Adam Sandow spent the past few decades building a portfolio of publications, including Interior Design, Luxe and Metropolis. From that business, he got an idea for a marketplace for architectural, design and construction materials that could bring technology, search and ease to the old-school way of dealing with samples.
With the new funding, he says, Material Bank is expanding its core business, pursuing acquisitions (with two deals expected to close this year) and launching new brands under the Material Bank umbrella that could bring the company closer to consumers. Sales tripled last year and are expected to pass $50 million this year. “There’s not a hotbed of companies in the space,” Sandow says. “It’s not gaming or AI or crypto or EV, where there are so many companies.”
Sandow, 52, grew up in Miami and spent two decades expanding his eponymous media network, notably launching Luxe from scratch in 2005 and buying Interior Design from Reed Elsevier in 2010. “I love design,” he says, “When I was a kid, I grew up reading design magazines.” But after a long career in media, he grew antsy to try something else. Though he still owns 100% of Sandow’s media business, he stepped back from day-to-day operations.
In 2018, he launched Material Bank with the idea of helping designers and architects source the materials they need. Historically, architects and designers had to request carpet swatches, tiles and wall covering samples from manufacturers. There was no easy way to track those samples or to keep them up to date. Delayed samples meant delayed projects—often at enormous cost and frustration.
Material Bank, by contrast, aggregates materials from hundreds of vendors, giving users the ability to search for exactly what they want in minutes. “[Adam] knew the inefficiencies in the market better than everyone,” says Holly Maloney, a managing director at General Catalyst. “We were tracking whether or not this was something he was going to dedicate his time to because he already had a lot of success in the media space and there was going to be considerable investment needed.”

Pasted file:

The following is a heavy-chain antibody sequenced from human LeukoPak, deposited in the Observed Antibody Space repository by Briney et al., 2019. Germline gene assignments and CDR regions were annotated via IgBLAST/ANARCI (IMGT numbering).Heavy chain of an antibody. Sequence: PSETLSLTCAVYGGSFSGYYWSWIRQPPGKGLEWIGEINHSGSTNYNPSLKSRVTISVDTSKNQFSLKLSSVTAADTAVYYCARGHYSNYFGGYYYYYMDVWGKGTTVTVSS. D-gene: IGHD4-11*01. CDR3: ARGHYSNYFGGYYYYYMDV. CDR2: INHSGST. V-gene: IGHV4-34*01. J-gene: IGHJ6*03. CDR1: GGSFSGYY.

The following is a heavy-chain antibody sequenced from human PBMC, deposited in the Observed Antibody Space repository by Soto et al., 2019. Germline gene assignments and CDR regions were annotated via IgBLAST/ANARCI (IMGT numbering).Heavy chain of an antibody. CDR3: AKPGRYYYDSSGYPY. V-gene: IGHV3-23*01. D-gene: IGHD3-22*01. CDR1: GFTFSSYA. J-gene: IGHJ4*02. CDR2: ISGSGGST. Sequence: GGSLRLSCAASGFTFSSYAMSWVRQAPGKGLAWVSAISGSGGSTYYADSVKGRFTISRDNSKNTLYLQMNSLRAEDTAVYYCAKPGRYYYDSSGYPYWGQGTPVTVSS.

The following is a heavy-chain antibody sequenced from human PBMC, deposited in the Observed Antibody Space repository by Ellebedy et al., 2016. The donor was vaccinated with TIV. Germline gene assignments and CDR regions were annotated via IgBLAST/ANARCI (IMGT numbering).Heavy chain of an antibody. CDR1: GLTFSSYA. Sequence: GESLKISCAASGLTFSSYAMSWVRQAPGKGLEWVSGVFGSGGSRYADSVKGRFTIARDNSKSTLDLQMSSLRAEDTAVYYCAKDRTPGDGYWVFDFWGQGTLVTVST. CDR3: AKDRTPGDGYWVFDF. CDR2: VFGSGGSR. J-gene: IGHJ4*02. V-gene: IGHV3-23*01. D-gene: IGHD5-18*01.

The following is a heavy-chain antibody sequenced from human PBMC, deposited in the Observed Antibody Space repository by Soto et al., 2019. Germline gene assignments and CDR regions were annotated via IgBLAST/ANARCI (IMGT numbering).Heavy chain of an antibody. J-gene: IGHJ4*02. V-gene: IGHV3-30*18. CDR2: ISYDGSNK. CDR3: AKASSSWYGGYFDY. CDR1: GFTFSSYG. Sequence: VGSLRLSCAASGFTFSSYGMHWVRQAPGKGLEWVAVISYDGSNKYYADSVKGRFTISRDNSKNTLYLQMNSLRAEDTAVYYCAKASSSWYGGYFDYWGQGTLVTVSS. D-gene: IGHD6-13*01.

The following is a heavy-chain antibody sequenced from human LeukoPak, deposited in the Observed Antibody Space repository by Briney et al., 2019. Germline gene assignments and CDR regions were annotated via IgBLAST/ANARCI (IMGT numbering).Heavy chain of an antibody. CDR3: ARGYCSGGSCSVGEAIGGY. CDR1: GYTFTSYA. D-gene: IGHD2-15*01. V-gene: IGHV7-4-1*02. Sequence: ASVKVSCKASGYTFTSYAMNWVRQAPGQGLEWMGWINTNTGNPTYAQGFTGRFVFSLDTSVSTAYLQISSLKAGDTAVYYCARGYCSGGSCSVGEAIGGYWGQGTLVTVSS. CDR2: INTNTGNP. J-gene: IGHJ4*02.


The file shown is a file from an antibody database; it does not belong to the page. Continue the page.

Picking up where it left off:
When Sandow started floating the idea in test conversations, brands and designers loved the idea, he says, but didn’t believe anyone could manage tens of thousands of SKUs. “These brands would say, ‘We can barely do it on our own—how are you going to aggregate a thousand of us?’”
“We thought we’d go to Memphis and outsource logistics, and we couldn’t find a company to do it. They thought we were out of our minds.”
The answer, of course, was technology, including a massive database with close to 100 million data points, that users can search to find exactly what they want. Today, nearly 400 manufacturers, including Sherwin-Williams (paints) and Mohawk (carpets), list their wares on the platform, while 60,000 designers, architects, hotel firms, fast-food chains and the like have signed up users. To get those users, Sandow relied on a hidden edge: his own design publications. “The media side of the business has given us an unfair advantage for sure,” he says.
Revenue comes from the manufacturers and vendors who pay a monthly fee in the thousands to be included in the marketplace, and additional fees when their items are ordered. For users, the service is free and speedy. Order by midnight (East Coast time) and Material Bank will get you the samples in one box by 10:30 a.m. the next day—thanks to its warehouse in Olive Branch, Mississippi, near FedEx’s Memphis sorting center, and an army of robots.
“We thought we’d go to Memphis and outsource logistics, and we couldn’t find a company to do it,” Sandow says. “They thought we were out of our minds. They said, ‘You want to have half a million SKUs in a building, and get an order at midnight and put it on a plane at 2 a.m.?’ So we said, ‘We’ll take an empty old building in Memphis and figure it out.’”
The original Memphis building was a smaller test site, but as Material Bank expanded, it moved across the state line to a larger, new-built facility. At the nearly 400,000-square-foot warehouse, robots with bright yellow spines with the company’s name on them work alongside people who pick items off seemingly endless rows of shelves and place them onto the bots, which carry them to the next step until the order is complete. “On any given night, we handle tens of thousands of materials going out to the industry,” Sandow says. “We couldn’t do it without robots.”
Those robots come from from Locus Robotics, a top warehouse robotics firm that recently reached a unicorn valuation thanks to surging e-commerce sales. Material Bank was an early customer for Locus’ autonomous mobile robots, which it calls “LocusBots,” in 2018, when it purchased ten of them as a test. Today, 150 of them work the facility, and Sandow expects to add another 50 of them soon. The two companies have been growing in tandem, Sandow notes. “We’ve had very similar trajectories. They raised, we raised,” he says. “It feels like we have been paralleling in valuations and capital raising.”
While Material Bank employs fewer people than it otherwise would because of the robots, Sandow pays workers a starting wage of $17.50 an hour, well above the state’s $7.25-an-hour minimum wage and a premium to what he says is more typically $12 an hour for a warehouse worker. More than 200 people currently work at the facility, which opened earlier this year.
“The logistics here are extraordinarily complicated,” he says. “That’s how we’ve been able to scale.”